2. Engineering
    3. Sales and marketing
    4. The c-suite
    5. Partners
    6. Company vision
    7. Company business objectives
    8. Company and product strategy
  4. Focus on high-level priorities. Uncertainty can be stressful. But missed expectations may have even more severe side-effects than uncertainty. Missed expectations can lead to disappointment and doubt in leadership, which can be demoralizing or contribute to a toxic work environment.

    When it comes to long-term product milestones, you don’t necessarily need to map out detailed timelines specific outcomes in order to keep everyone aligned on the same priorities. It’s difficult to predict exactly what features you’ll release or when, anyways. That’s why David Cancel, CEO of Drift, recommends setting a roadmap based on “themes.”

    He starts creating the product roadmap by determining the three big things he wants to accomplish in a quarter. Then, he decides which features are best aligned with those goals. He says these themes keep the team focused on solving important problems as opposed to just building features.
  5. Be agile. Product teams that manage products in waterfall fashion decide what they’re going to build months or years in advance of the launch, and chip away at building them without much consideration for whether what they’re building will meet customer needs once it’s released. In this environment, it’s much easier to set a product roadmap for years into the future and stick to it.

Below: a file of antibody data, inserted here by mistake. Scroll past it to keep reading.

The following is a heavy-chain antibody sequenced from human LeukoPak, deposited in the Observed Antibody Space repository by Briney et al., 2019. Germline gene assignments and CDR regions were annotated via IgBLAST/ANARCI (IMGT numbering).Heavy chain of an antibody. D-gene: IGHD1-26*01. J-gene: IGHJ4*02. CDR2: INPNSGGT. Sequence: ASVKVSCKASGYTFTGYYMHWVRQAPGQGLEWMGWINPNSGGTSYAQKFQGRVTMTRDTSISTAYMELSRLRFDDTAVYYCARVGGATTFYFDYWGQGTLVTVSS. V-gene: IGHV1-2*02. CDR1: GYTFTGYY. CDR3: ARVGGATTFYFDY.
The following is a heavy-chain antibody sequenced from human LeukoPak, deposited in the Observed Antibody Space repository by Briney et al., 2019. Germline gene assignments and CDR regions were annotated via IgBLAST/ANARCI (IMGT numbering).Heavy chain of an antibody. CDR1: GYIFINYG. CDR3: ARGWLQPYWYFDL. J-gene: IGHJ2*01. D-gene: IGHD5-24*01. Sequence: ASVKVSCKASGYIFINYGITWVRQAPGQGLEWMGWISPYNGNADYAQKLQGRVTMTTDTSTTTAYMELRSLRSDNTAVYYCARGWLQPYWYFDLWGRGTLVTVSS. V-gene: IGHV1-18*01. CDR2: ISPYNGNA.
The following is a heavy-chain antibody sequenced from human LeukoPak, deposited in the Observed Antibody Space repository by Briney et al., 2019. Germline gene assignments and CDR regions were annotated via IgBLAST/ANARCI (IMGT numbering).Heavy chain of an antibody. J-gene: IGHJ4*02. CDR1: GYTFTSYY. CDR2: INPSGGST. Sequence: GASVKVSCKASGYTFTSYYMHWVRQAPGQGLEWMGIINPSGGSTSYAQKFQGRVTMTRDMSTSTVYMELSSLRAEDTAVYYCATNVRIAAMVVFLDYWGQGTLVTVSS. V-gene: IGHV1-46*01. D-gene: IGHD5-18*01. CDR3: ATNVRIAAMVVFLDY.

Product teams that take an agile approach to product management are constantly iterating on their product and feature set based on customer feedback. In this environment, the product roadmap is a living document that’s updated regularly.

    Rather than try to predict what features they will build years into the future, agile product managers regularly update their roadmap based on emerging market opportunities and customer feedback. By doing so, they can be more confident that they’re aligning the team and the public around features that will be successful
  6. Don’t get too into the weeds. The ultimate goal of any product team is to solve an important customer problem and achieve business outcomes as a result. What features you build to solve that customer problem are less important than solving it. Therefore, your roadmap doesn’t need to include every feature in your product backlog, or a list of bugs that need to be fixed. This information won’t be relevant to stakeholders outside of the product team, anyways.

    Make your roadmap simple and easy to understand. Communicate the most important elements of your strategy, goals, and development milestones, and leave out the rest. The details are likely to evolve as you get feedback from customers, anyways.

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Informing decisions with data

Emerging technologies such as artificial intelligence, virtual reality, chatbots, blockchain, and connected devices present a new universe of opportunities for product managers. Modern product teams have an abundance of ideas on how to improve customer experience and reshape industries using these technologies.

The challenge, however, is that most products fail to achieve meaningful customer adoption. The lack of customer adoption is often a result of building a product that customers don’t actually need. You can reduce the risk of this by conducting product research and running experiments throughout the product lifecycle.

If you conduct product research the right way, you will identify market opportunities and gain meaningful customer insights that will help you make decisions with confidence. Product research can help you early in the product lifecycle, to test value propositions and identify ideal customer segments, and later in the product lifecycle, to hone your usability and branding.

Once you’ve identified what you need to research, it’s time to pick the right approach for the job. Fortunately, there’s a strategy for answering just about any product question you’d want to answer.